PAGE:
New Genomic Technology Advances Fight Against Global Health Threat of Antibiotic Resistance
SEATTLE, December 6, 2018, Phase Genomics, the leader in proximity-ligation genome assembly technology released an antimicrobial resistance (AMR) study led by researchers from the University of Idaho utilizing Phase Genomics’ proprietary metagenome assembly technology.
The study published in bioRxiv highlights a novel method for linking antimicrobial resistance genes and other mobile genetic elements to their hosts directly from microbiome samples without having to culture constituent microbes. The new method is based on Phase Genomics’ ProxiMeta™ Hi-Cmicrobiome discovery platform.
The findings demonstrate a solution to a major bottleneck in the study and tracking of AMR. Current technology is hampered by its inability to identify hosts responsible for the spread of AMR from complex microbiome communities. According to the World Health Organization if new methods for combating AMR are not discovered, each year AMR is expected to cause 10 million deaths worldwide by 2050. The new study offers a powerful new way of detecting and understanding the ecology of the spread of AMR across complex microbial communities and can potentially lead to better culture-independent diagnostics and treatments.
“Understanding the host range of AMR genes is especially difficult since these sequences are frequently transferred between bacterial strains and species on plasmids and other mobile elements,” said Ivan Liachko Ph.D., Founder and CEO of Phase Genomics. “Conventional shotgun sequencing approaches can’t connect mobile elements with the organisms they occupy, but our technology not only generates genomes for hundreds of previously undiscovered organisms, but can also assign mobile elements to these new genomes. Future applications of this method could enable real-time tracking of AMR in hospitals or in other contexts where AMR affects public health.”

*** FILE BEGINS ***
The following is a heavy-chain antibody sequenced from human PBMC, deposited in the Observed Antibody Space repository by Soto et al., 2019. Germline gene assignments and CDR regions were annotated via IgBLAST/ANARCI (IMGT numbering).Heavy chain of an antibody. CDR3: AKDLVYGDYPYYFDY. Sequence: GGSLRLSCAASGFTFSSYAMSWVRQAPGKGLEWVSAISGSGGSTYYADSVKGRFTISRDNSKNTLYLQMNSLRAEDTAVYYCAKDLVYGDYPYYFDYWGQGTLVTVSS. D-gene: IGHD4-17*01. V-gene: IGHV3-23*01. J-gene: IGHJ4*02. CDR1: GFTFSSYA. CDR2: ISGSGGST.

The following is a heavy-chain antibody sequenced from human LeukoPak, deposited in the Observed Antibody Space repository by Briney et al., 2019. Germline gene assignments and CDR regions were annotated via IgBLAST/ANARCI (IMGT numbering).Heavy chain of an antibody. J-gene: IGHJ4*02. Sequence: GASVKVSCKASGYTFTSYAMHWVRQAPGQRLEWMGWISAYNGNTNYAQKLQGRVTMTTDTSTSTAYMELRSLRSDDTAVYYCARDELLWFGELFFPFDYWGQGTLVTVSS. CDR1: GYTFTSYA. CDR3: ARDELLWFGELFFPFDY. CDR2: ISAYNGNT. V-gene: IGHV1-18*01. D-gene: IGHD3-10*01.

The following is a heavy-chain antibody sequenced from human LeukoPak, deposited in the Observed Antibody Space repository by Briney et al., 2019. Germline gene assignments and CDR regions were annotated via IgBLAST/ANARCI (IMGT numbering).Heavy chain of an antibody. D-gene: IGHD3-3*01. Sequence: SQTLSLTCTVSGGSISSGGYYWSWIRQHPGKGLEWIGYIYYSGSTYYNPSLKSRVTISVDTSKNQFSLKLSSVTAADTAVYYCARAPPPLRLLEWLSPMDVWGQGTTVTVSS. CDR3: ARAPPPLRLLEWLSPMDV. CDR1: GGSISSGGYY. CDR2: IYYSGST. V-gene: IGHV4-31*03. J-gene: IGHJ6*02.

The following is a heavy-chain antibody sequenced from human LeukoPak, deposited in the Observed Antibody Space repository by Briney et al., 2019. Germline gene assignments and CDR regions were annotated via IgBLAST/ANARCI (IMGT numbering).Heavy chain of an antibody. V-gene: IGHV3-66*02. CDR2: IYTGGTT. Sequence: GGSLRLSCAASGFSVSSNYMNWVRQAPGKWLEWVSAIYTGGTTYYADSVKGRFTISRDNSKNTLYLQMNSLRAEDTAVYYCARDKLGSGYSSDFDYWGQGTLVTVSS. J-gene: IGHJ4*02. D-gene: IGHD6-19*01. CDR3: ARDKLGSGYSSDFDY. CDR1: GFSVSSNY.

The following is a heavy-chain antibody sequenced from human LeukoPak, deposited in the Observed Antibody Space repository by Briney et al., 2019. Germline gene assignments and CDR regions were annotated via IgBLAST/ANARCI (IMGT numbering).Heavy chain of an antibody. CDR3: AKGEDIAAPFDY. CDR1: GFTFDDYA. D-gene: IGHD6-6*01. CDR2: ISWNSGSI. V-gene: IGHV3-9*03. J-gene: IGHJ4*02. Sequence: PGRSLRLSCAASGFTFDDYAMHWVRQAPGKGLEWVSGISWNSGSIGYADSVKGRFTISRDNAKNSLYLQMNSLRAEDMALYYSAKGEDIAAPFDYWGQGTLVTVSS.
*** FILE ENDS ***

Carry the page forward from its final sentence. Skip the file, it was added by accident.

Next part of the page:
“Without having to culture individual isolates, this method offers a new approach to identify the bacterial reservoirs of mobile genetic elements such as plasmids that carry antimicrobial resistance (AMR) genes” said Dr. Eva Top, Professor of Biological Sciences at the University of Idaho and lead author on the paper.
In the study, Phase Genomics’ ProxiMeta Hi-C platform examined complex microbiome communities sampled from wastewater. Findings yielded hundreds of new bacterial genomes. Additionally, the data was used to directly assign sequences like plasmids and AMR genes to their hosts, even when these hosts were novel strains and species.
Additional findings, graphics, and video related to the study is available on the Phase Genomics website here. Phase Genomics is currently involved in additional studies tracking AMR and enabling microbiome discovery.
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ABOUT PHASE GENOMICS – Phase Genomics applies Hi-C and other proximity-ligation methods to enable chromosome-scale genome assembly, metagenomic deconvolution, as well as analysis of structural genomic variation and genome architecture. They offer a comprehensive portfolio of laboratory and computational services and products, including Hi-C kits for plants, animals, microbes, and human samples as well as industry-leading genome and metagenome assembly and analysis software.
Based in Seattle, WA, the company was founded in 2015 by a team of genome scientists, software engineers, and entrepreneurs. The company’s mission is to empower scientists with genomic tools that accelerate breakthrough discoveries.